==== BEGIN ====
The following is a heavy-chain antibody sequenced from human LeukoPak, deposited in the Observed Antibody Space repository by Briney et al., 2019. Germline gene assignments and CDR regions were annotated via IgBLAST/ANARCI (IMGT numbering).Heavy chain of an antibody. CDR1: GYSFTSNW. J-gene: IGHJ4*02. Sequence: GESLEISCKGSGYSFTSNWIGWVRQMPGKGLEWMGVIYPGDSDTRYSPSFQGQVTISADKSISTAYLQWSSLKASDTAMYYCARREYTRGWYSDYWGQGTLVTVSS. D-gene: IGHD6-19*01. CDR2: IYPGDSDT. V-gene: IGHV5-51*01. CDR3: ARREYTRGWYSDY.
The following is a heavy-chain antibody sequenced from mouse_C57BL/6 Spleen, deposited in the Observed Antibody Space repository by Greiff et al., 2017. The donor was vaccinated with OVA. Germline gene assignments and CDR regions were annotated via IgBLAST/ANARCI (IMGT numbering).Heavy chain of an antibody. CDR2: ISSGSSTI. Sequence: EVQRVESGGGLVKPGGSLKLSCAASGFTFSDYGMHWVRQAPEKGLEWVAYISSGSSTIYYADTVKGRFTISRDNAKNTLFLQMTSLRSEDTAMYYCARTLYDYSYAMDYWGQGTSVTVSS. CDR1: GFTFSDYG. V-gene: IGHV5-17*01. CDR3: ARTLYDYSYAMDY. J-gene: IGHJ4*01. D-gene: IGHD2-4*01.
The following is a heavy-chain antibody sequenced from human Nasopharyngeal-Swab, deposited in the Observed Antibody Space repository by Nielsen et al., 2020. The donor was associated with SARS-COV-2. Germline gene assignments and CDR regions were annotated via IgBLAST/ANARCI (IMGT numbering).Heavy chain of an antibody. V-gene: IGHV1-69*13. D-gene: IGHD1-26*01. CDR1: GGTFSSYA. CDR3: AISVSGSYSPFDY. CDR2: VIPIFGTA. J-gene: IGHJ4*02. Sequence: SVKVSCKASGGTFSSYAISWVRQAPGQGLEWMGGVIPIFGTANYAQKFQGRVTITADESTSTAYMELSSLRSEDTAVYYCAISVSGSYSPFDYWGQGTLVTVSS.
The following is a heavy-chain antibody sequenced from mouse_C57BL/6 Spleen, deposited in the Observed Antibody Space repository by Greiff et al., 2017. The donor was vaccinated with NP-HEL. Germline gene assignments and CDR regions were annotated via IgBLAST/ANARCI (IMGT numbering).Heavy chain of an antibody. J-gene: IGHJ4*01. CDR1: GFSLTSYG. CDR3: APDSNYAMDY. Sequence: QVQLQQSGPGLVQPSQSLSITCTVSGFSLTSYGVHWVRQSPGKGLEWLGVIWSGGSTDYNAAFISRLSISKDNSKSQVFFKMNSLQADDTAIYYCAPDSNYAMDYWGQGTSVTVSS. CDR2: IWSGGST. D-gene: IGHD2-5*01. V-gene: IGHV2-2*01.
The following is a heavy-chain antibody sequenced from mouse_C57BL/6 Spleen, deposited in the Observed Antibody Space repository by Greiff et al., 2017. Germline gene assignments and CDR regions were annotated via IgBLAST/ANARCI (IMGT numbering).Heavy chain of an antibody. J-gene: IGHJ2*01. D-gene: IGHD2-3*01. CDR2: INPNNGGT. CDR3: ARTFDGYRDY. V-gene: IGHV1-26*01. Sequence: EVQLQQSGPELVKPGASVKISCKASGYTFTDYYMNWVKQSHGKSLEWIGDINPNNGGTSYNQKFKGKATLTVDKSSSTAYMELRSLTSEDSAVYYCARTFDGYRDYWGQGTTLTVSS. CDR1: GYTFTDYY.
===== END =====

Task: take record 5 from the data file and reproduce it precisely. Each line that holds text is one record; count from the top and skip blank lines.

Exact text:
The following is a heavy-chain antibody sequenced from mouse_C57BL/6 Spleen, deposited in the Observed Antibody Space repository by Greiff et al., 2017. Germline gene assignments and CDR regions were annotated via IgBLAST/ANARCI (IMGT numbering).Heavy chain of an antibody. J-gene: IGHJ2*01. D-gene: IGHD2-3*01. CDR2: INPNNGGT. CDR3: ARTFDGYRDY. V-gene: IGHV1-26*01. Sequence: EVQLQQSGPELVKPGASVKISCKASGYTFTDYYMNWVKQSHGKSLEWIGDINPNNGGTSYNQKFKGKATLTVDKSSSTAYMELRSLTSEDSAVYYCARTFDGYRDYWGQGTTLTVSS. CDR1: GYTFTDYY.